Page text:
Managing the dilapidations risk

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Christopher Taylor


Phone 01264 325815


A tenant in a commercial property will have obligations to make sure its condition is maintained throughout the tenancy.

In theory, this should mean the property is handed back to the landlord in the condition it was in at the start. But not every tenancy, and every landlord/tenant relationship, runs without a hitch. Disagreements over repair obligations and ‘dilapidations’ are unfortunately all too common.

What are dilapidations?

These are repairs that the landlord says are needed at the end of the tenancy and for which the tenant is responsible. The landlord will usually have inspected the property and perhaps commissioned a surveyor’s report to establish the extent and cost of the remedial work.

Dilapidations are something of a safety net for landlords. If the tenant hasn’t complied with the repair and maintenance terms in the lease over the course of the tenancy, the landlord can serve a ‘Schedule of Dilapidations’ setting out what the tenant must do to put this right. Tenants need to understand the risk of a potentially significant expense, and how they should prepare for and mitigate that.

When should tenants start thinking about dilapidations?

Repair and maintenance obligations should be on a tenant’s mind from the moment they consider taking a lease on a premises. It’s vitally important to understand what these obligations may be in the context of the property they’re looking to occupy. Are the repair obligations fair? Is the required maintenance too onerous?

A tenant should fully assess the property’s condition, with the help of a surveyor, before committing to anything. The surveyor will be able to pinpoint any issues that could need rectifying immediately, or during the tenancy and to bring these up with the landlord. It can be a good idea to incorporate  photographs of the property’s condition into the lease so these can be referred to later on if need be.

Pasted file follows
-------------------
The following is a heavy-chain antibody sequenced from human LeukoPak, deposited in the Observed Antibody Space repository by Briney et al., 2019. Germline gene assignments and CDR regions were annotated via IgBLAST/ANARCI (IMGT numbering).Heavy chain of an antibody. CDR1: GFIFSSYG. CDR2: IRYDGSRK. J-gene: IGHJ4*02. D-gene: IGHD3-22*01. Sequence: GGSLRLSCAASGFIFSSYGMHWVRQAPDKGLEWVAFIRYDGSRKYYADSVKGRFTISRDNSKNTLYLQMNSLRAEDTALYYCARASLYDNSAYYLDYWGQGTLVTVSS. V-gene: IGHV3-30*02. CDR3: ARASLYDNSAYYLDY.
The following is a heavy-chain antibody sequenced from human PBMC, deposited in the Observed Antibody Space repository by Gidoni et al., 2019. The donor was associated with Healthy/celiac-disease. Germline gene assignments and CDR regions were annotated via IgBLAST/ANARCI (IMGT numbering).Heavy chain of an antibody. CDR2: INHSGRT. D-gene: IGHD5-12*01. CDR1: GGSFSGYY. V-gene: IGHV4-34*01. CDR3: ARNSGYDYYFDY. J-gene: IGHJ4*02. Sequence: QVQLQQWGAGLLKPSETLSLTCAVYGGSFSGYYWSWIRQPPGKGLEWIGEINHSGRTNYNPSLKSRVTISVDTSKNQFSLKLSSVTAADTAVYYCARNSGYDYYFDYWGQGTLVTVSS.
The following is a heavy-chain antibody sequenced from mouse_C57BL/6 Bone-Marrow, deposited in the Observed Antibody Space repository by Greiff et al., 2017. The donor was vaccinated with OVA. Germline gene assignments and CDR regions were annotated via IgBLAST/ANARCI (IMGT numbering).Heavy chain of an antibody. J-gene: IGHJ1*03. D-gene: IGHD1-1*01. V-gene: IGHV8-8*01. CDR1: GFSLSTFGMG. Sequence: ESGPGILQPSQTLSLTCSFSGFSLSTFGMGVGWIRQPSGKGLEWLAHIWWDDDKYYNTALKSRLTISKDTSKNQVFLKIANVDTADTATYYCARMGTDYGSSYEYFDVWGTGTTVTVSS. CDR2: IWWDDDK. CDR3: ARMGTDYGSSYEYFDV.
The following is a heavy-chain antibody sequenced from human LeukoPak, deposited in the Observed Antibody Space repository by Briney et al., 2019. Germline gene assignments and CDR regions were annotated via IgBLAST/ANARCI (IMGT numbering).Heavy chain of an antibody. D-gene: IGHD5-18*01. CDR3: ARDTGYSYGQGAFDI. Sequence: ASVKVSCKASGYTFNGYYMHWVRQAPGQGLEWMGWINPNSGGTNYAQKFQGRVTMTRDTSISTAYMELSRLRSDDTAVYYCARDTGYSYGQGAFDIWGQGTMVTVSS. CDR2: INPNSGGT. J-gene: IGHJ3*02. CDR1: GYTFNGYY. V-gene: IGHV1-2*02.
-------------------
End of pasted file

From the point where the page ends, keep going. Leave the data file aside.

Can tenants challenge the terms of the lease?

While it may seem as though the landlord holds all the cards, the process of agreeing a lease is a negotiation. A tenant should seriously consider pushing back on things they’re not comfortable with – repair obligations being a significant consideration. Setting clear responsibilities at the outset, and reducing liability for repairs where possible, is essential.

How can tenants manage the risk of liability for dilapidations?

Scheduling regular maintenance periods means a tenant will keep on top of the decorating and repairs that may be needed. Landlords will  typically check-in periodically to see that the property is being taken care of, and so having a plan in place to address issues should keep the landlord/tenant relationship on track, as well as reducing the chance of some enforcement action. It’s also wise to schedule a repairs review date before the end of the tenancy, giving plenty of time to put things right and avoid (or budget for) dilapidations.

Can a tenant challenge the Schedule of Dilapidations?

Absolutely. If you have been sent one of these, speak to one of our specialist commercial property solicitors as soon as possible. They’ll advise you on anything that doesn’t look quite right and may be able to help you reduce your liability. 

For advice about the terms of an existing lease, a lease you’re considering entering into, or anything else commercial property-related, contact our team on or call 01264 353411.  

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